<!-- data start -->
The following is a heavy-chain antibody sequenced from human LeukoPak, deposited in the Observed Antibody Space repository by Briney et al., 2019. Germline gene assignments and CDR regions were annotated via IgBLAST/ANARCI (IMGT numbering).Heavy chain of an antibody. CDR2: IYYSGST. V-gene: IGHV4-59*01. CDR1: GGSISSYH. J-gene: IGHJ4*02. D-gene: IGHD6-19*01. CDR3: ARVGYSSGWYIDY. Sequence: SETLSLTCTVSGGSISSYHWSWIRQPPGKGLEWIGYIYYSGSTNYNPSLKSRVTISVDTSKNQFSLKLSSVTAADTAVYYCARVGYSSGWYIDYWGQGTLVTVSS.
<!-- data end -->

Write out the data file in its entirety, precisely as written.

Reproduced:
The following is a heavy-chain antibody sequenced from human LeukoPak, deposited in the Observed Antibody Space repository by Briney et al., 2019. Germline gene assignments and CDR regions were annotated via IgBLAST/ANARCI (IMGT numbering).Heavy chain of an antibody. CDR2: IYYSGST. V-gene: IGHV4-59*01. CDR1: GGSISSYH. J-gene: IGHJ4*02. D-gene: IGHD6-19*01. CDR3: ARVGYSSGWYIDY. Sequence: SETLSLTCTVSGGSISSYHWSWIRQPPGKGLEWIGYIYYSGSTNYNPSLKSRVTISVDTSKNQFSLKLSSVTAADTAVYYCARVGYSSGWYIDYWGQGTLVTVSS.